Insurance company

Sixteenth Home Insurance Company Exits Florida Market, Cancels All Policies Citing Business Risk | Florida

Options continue to dwindle in Florida for those hoping to insure their property through a private company.

St. Petersburg-based Bankers Insurance Group said Monday it was pulling out of the Florida home insurance market because it said state lawmakers didn’t do enough in the session. special on home insurance to fight against fraud and litigation.

The company released a statement saying:

“This decision was difficult, but necessary for us to grow responsibly and maintain our long-term financial goals.”

It becomes at least the 16th insurance company in the state to drop policyholders, be declared insolvent, or stop writing new policies.

Policyholders with bankers, like all others, will be informed of the cancellation within the four-month period required by the State.

Meanwhile, 17 insurance companies — possibly more, based on other reports — in Florida will find out this week how much their ratings have been downgraded by ratings agency Demotech, which has sent letters to these affiliations last week to notify them of a rating change. .

Florida’s Office of Insurance Regulation (OIR) confirmed Demotech’s letters advising companies that their ratings will be downgraded from “A” to “S” (substantial) or “M” (moderate).

Mortgage providers Fannie Mae and Freddie Mac require homeowners to have a policy with an A-rated company. Those homeowners would be forced to find new insurers, potentially at higher costs, or face the risk of defaulting on their mortgages. .

Citizens Insurance, the state’s “last resort” option, seems like a viable option for many.

But only homes valued no more than $1 million in Miami-Dade and Monroe counties (and $750,000 elsewhere) would qualify for citizens’ criteria, as would individual condominium units with a combined cost of housing and contents replacement of $1 million or less.

In the meantime, you can check your current insurance company’s rating with Standard and Poor’s Ratings, by click here or by calling (212) 438-2400.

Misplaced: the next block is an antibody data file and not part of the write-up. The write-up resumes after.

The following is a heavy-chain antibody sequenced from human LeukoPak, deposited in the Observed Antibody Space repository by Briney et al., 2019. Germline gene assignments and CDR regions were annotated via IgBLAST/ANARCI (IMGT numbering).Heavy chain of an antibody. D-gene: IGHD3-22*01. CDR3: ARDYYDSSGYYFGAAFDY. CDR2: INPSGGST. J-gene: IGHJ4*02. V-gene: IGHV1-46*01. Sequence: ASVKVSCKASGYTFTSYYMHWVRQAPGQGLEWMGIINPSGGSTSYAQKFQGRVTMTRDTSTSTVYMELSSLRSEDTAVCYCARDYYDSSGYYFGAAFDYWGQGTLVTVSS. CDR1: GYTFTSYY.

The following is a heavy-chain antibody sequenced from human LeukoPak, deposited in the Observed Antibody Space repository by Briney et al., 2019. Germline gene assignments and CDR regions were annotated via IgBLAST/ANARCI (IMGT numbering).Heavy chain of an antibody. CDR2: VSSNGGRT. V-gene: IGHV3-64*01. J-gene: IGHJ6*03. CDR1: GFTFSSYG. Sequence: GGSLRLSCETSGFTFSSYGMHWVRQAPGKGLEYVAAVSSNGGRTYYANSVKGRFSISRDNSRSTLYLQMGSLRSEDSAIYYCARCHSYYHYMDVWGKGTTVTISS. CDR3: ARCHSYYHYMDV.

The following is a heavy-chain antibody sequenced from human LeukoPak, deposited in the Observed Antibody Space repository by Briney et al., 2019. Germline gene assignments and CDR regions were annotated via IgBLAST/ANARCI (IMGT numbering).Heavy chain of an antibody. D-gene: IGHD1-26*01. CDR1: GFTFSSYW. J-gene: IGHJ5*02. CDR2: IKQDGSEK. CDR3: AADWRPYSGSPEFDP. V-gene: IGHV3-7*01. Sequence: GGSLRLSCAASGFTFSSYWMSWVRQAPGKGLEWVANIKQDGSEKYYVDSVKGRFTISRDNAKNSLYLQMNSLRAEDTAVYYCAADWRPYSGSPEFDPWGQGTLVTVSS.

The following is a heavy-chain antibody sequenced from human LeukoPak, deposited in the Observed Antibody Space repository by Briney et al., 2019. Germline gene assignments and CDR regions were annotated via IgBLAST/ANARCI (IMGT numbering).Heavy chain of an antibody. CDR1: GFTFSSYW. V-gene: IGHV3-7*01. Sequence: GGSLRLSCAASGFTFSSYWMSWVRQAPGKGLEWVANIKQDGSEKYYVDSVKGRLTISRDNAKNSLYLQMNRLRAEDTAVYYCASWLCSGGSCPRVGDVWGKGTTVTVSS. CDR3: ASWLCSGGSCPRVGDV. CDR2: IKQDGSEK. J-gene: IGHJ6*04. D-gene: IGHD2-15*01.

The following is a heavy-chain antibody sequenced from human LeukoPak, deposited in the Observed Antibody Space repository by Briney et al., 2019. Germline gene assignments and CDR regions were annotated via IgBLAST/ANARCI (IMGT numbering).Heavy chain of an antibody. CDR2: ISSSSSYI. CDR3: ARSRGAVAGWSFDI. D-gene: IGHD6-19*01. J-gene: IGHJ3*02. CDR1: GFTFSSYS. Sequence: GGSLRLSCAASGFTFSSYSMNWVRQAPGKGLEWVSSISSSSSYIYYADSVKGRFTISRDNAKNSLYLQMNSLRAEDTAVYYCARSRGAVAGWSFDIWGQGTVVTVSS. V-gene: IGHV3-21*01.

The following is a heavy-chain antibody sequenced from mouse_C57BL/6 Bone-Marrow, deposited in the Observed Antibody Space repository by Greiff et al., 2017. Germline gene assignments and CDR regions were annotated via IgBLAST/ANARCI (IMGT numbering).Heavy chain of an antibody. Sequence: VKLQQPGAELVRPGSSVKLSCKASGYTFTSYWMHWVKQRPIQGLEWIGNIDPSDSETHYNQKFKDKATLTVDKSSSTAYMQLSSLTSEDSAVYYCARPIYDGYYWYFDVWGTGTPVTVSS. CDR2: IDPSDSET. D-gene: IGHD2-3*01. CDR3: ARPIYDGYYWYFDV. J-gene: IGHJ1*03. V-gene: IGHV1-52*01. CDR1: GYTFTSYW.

Tampa-based Southern Fidelity Insurance Co. was the most recent company to lose its financial stability rating, sending some 78,000 Florida homeowners seeking refunds and new stable companies.

All policies were canceled on July 15.

According to Insurance.com, the average premium for home insurance policies in Florida is $3,643 with a $1,000 deductible and a home value of $300,000. Homeowners in Miami-Dade County pay an average of $7,000 a year, according to Insurify, an insurance shopping site.

Southern Fidelity has become Florida’s fourth insurer declared insolvent since late February, following Lighthouse Property Insurance Corp., Avatar Property & Casualty Insurance Co. and St. Johns Insurance Co.

FedNat dropped 68,000 policies, nearly half of its customers, and Lexington Insurance pulled out of the state.

Several others have stopped writing new business in parts or all of Florida, including Florida Farm Bureau, TypTap, United, People’s Trust, Universal, Heritage, Progressive, Safeport and Wilshire, according to an ABC Action News report.

Earlier this spring, state lawmakers held a special legislative session to try to sort out what has become a chilling thought for many homeowners, especially those living along Florida’s coast.

Ratings agency Demotech announced in June that it had withdrawn Southern Fidelity’s financial stability rating and that the company could not purchase reinsurance, a critical back-up component for underwriters.

Earlier this year, auto and home insurance representatives at First Floridian were calling for a 22.9% rate hike for Legacy policyholders, citing, in part, “questionable” roof claims, expert claims public, inflation and the expected cost of new materials – while adding to the insurance woes for many companies at all levels.

Gov. Ron DeSantis in May signed new legislation aimed at helping consumers but also hopes to protect the insurance industry, which has seen two years of underwriting losses exceeding $1 billion each year, and businesses which have been declared insolvent.

The new law creates a $2 billion catastrophe reinsurance fund to allow insurers to purchase insurance to help protect against risk. Insurers should reduce policyholder rates to access the state reinsurance fund.

This plan also offers grants of up to $10,000 to equip homes to be less vulnerable to hurricane damage, if the homes meet certain criteria.

The new legislation also prohibits insurers from automatically denying coverage if the roof is less than 15 years old. Homeowners with roofs 15 years or older would be allowed to have themselves inspected before insurers deny them coverage.

If an inspection shows that a roof has at least five years of life remaining, insurers cannot refuse to issue a policy based solely on the age of the roof. If a roof is more than 25% damaged but already meets the state’s 2007 building code, it would only need to be repaired instead of replaced under a building code exemption created by the proposed legislation.